Hotel, cafe and dining chains will fail and jobs will go if the government does not do more to help the industry, a trade group has warned the chancellor.
In a letter to Rishi Sunak, lobby group UK Hospitality said coronavirus was an “existential threat” to the sector.
It wants to change laws to allow temporary staff redundancies.
UK Hospitality boss Kate Nicholls said, without help, “a significant number” of jobs could disappear by May.
In the letter, seen by the BBC, Ms Nicholls suggested broader support for the sector such as introducing measures “to permit temporary staff redundancies where demand falls substantially – with Universal Credit covering wage costs”.
Other government policies UK Hospitality would like to see include a business rates holiday for all businesses regardless of size, all payments to HMRC suspended for three months and Government Statutory Sick Pay payments to all hospitality businesses.
‘Jobs at risk’
Ms Nicholls told the BBC that even some of the largest hotel chains, pub chains and casual dining brands all “run the risk of not existing going forward”, such is the economic impact of the coronavirus pandemic.
“This is business-critical – these are cash businesses, put simply, if you don’t have people coming through the door, you will run out of cash very quickly.
“So we are talking about intervention that is needed next week to make sure that in six to eight weeks these businesses continue to trade, and if we don’t get that support, by May, we will be facing business failures and a significant number of jobs at risk.”
“This is affecting hospitality companies of all sizes and shapes…it’s high street businesses that are seeing footfall decline, so your pubs, bars, your cafes where you pop in for a sandwich, but also it’s the larger companies across the sector – they are the firms that employing the most people,” she added.
In Mr Sunak’s first Budget this week, business rates relief was granted to companies with a rateable value of less than £51,000, which he said could save a business up to £25,000.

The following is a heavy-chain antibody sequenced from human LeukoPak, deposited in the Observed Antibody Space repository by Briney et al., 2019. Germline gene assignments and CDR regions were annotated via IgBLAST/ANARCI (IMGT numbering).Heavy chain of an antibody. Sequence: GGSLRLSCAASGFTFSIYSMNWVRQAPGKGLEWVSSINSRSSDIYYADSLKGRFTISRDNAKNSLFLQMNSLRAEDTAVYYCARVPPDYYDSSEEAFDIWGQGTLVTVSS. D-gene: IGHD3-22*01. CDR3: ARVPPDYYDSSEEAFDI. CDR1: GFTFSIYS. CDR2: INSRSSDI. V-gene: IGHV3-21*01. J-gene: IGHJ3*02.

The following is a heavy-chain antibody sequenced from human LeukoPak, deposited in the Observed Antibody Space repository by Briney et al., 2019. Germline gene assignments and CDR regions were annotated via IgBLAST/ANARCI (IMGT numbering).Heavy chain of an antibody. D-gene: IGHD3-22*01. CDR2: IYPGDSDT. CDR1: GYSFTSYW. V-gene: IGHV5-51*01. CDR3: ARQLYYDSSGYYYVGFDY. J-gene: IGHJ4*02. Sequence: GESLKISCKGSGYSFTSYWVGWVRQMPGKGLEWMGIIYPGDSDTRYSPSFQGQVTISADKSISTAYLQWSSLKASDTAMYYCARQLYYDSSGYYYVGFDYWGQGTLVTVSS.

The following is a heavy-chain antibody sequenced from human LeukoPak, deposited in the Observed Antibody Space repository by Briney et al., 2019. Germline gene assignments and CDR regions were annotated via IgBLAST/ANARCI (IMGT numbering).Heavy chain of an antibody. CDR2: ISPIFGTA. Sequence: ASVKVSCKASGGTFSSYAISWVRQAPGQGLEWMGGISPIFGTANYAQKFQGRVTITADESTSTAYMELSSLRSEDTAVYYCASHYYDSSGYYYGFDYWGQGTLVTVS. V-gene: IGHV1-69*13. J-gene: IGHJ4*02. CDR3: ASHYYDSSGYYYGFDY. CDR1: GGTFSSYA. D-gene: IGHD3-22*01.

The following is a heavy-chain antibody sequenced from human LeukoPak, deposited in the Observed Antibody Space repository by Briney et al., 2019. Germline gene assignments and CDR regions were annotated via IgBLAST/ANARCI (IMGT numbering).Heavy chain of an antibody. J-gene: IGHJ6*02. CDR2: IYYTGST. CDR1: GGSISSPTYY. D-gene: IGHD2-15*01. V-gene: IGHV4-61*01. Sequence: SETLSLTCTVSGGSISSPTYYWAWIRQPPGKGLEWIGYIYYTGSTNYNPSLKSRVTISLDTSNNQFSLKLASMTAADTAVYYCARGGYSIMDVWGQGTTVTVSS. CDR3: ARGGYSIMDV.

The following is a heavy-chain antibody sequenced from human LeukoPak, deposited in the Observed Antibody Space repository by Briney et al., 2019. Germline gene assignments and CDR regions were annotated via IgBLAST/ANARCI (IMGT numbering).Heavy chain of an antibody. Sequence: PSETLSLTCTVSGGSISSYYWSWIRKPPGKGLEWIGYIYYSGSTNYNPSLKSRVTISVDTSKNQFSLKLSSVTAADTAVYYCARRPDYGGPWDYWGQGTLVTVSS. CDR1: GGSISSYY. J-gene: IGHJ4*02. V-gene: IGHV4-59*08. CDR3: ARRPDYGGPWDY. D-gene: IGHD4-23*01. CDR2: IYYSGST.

The measure applies to firms including shops, cinemas, restaurants and hotels.
However, Ms Nicholl said that the because many of the biggest employers in the hospitality industry operate from the largest premises on the UK high street, they will not benefit from the new business rate support.
‘Three months left’
The financial impact of the coronavirus pandemic on the hospitality sector is being shouldered by businesses large and small, but one hotel manager said businesses of his size were ignored by the chancellor and are teetering on the brink.
Mark Cotman is the group operations director at York House hotel in Eastbourne, and said his bookings are down 60% and he expects them to get worse.
“We’ve got the money to carry on for maybe two or three months, and then we’re out of money. Then what do we do about paying staff, paying VAT, paying the veg man, the butcher?…We will run out of money, Mr Cotman said.
“The larger businesses like ours have received no assistance in the budget.
“We’ve been offered a facility of maybe applying for loan but of course that’s got to be paid back. If we’re not taking any money, how can we pay the loan back?”
A Treasury spokesperson said: “On Wednesday, the chancellor announced, in total, a £30bn fiscal stimulus to support British people, jobs and businesses through this moment.
“Because of our extension of business rate relief, including to the hospitality and leisure sectors, around 900,000 properties, 45% of those in England, won’t pay any business rates in 20/21.
“HMRC will also help businesses and self-employed individuals experiencing temporary financial difficulties due to Covid-19.”